Cwtch for Chris

A few months ago right when I was in the middle of my final piece meltdown I got asked to make a little blanket or cwtch for my friend's little boy. At the time I was too crazy to give a response beyond "Yep sure, just let me finish the madness that is sewing ten THOUSAND 1cm squares and I'll be right on it", and so the cwtch for Chris joined my never ending list of quilts to make. I have so many rattling round my head, some are further along than others, some have fabrics picked out and stacked together ready to make, some have even been half started, others rattle around my brain in the wee small hours, urging me like a fabric devil that 5am is the perfect time to start sewing, and some are on a to do list waiting for inspiration to strike. The cwtch was on that waiting list.

And then last Monday I went to the staff summer BBQ and inspired by the discovery that most people in the group hadn't ever drunk snakebite and black demanded they did and proceeded to get drunk. Very drunk. Drunk to the point of dancing, singing and ending in an embarrassing drunken rant at Chris. It turns out hangover shame was an excellent inspiration incentive when it came to designing and making the cwtch. So here it is my I-might-be-a-bit-of-a-dreadful-drunk-but-I'm-lovely-when-sober baby blanket.

The front has a vague chevron design of Curious George fabric which I liberated from Silver Lining's stash some years ago, and some Aneela Hoey Little Apples tortoise fabric which was a gift from NearlyButNotQuite. Trying to get my head round the design melted my brain a little bit but I am really happy with how it came out in the end. My sketchbook has now got a few more chevron ideas rattling round it.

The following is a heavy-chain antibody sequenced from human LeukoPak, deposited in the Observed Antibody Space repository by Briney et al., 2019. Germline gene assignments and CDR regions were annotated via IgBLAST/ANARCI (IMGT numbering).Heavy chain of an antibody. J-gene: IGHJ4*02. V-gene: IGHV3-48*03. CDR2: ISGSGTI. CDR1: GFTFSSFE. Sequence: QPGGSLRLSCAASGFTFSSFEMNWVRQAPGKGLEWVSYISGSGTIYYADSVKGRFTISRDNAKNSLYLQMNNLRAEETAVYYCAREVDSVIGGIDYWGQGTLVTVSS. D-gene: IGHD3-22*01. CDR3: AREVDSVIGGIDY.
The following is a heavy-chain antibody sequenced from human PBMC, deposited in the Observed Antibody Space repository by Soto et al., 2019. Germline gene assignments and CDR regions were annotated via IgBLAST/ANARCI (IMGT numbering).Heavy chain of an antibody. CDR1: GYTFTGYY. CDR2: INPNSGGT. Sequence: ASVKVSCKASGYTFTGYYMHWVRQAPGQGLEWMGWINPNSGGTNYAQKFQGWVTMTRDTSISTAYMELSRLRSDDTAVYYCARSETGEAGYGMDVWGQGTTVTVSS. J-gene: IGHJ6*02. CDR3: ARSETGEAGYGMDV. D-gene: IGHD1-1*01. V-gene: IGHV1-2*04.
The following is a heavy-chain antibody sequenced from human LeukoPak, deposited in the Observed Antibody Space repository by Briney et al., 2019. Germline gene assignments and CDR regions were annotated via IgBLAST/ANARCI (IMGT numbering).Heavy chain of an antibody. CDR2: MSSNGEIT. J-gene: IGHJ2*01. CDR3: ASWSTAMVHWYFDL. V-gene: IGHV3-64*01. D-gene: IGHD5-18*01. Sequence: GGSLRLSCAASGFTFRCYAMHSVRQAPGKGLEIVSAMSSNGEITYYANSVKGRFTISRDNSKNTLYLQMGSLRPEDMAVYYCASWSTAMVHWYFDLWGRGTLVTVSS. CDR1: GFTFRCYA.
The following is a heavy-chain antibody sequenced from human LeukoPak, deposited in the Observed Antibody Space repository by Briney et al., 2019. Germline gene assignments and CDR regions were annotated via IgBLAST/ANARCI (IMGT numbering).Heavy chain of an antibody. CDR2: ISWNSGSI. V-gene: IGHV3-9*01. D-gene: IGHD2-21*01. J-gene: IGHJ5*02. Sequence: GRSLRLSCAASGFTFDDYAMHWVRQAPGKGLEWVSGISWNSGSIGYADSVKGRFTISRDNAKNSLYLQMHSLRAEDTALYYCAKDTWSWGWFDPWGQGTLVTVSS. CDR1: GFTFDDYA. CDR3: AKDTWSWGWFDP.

The back of the quilt was made from the rest of the Curious George fabric and a little grey strip for interest, not to cover up a slight miscalculation in cutting, no siree bob definitely intentional to add interest. Here is one very happy customer enjoying the blanket.
So the moral of the story is if you want me to make you a quilt, get me really drunk, encourage me to behave badly and then let my guilty conscience do its work......

They weren't lying

This isn't the first time that I have written a post extolling the wisdom of my tutors. As the holidays are rushing by at an alarming speed it was about time to do something creative. I have been playing around with the idea of making a paper pieced quit inspired by security envelopes for ages, and today I decided to stop thinking about it, start getting some ideas in my sketchbook and even make some samples.

Every quilter seems to have a stash of hexagons somewhere. They are the easiest form of quilting to take on the go and the speed in which a paper pieced quilt comes together is satisfying and addictive. I have had several hexy fads so I thought I had a relatively large supply of paper hexagons and ready cut squares of fabric for this project. But horror of horrors - I realised I didn't have any papers left and halfway through my sample I was going to have to make some more. You can buy pre-cut squares but I print mine off using this webpage. Trouble was I had forgotten how to calculate the size of the papers I needed. It might not sound like much of a horror but printing off page after page of wrong sized templates gets tiresome awfully quickly.  Earlier this year I did a specialist processes module about quilting which meant I had to spend many tedious hours writing down all the things that I knew and investigated about quilting. It felt pointless at the time but today proved to be very useful.

I flicked through my tech journal and found not only had I written down how to measure the papers I needed, but also what size fabric squares I needed and even more importantly there was a big sample showing all the different stitch sizes and densities used so I could chose the perfect combo for my samples.

The teaching staff were right! Your technical journal *is* very useful, so though it may seem frustrating and pointless to be writing down all the things you do everyday my advice is try and remember that there will be a point when you're not doing that process everyday and having the answer written down in your own way is brilliant. In fact it may even save you enough time that you can sort out your sample and settle down in front of the TV with a beer, Mexican food and cuddles just in time for a Big Bang Theory double bill......which is what I am off to do right now.